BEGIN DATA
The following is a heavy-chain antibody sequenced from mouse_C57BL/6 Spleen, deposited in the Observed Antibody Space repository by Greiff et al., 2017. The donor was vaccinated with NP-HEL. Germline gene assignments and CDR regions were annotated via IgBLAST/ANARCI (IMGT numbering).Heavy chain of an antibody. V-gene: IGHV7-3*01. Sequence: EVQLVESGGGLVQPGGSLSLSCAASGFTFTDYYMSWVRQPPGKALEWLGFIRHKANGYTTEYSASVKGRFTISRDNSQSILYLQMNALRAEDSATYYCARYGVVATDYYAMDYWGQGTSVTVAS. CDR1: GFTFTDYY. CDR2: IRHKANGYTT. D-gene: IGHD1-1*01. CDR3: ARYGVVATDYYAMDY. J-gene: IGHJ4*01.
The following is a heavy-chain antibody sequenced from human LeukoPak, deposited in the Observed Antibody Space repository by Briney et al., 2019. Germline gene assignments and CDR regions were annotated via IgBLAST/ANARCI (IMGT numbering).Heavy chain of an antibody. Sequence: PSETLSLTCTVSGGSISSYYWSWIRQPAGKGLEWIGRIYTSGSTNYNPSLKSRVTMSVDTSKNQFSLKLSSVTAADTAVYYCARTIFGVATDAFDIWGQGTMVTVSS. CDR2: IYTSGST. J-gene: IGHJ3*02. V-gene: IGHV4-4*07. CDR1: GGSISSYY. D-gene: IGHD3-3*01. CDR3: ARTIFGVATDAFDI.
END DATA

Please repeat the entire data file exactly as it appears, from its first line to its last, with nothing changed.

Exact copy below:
The following is a heavy-chain antibody sequenced from mouse_C57BL/6 Spleen, deposited in the Observed Antibody Space repository by Greiff et al., 2017. The donor was vaccinated with NP-HEL. Germline gene assignments and CDR regions were annotated via IgBLAST/ANARCI (IMGT numbering).Heavy chain of an antibody. V-gene: IGHV7-3*01. Sequence: EVQLVESGGGLVQPGGSLSLSCAASGFTFTDYYMSWVRQPPGKALEWLGFIRHKANGYTTEYSASVKGRFTISRDNSQSILYLQMNALRAEDSATYYCARYGVVATDYYAMDYWGQGTSVTVAS. CDR1: GFTFTDYY. CDR2: IRHKANGYTT. D-gene: IGHD1-1*01. CDR3: ARYGVVATDYYAMDY. J-gene: IGHJ4*01.
The following is a heavy-chain antibody sequenced from human LeukoPak, deposited in the Observed Antibody Space repository by Briney et al., 2019. Germline gene assignments and CDR regions were annotated via IgBLAST/ANARCI (IMGT numbering).Heavy chain of an antibody. Sequence: PSETLSLTCTVSGGSISSYYWSWIRQPAGKGLEWIGRIYTSGSTNYNPSLKSRVTMSVDTSKNQFSLKLSSVTAADTAVYYCARTIFGVATDAFDIWGQGTMVTVSS. CDR2: IYTSGST. J-gene: IGHJ3*02. V-gene: IGHV4-4*07. CDR1: GGSISSYY. D-gene: IGHD3-3*01. CDR3: ARTIFGVATDAFDI.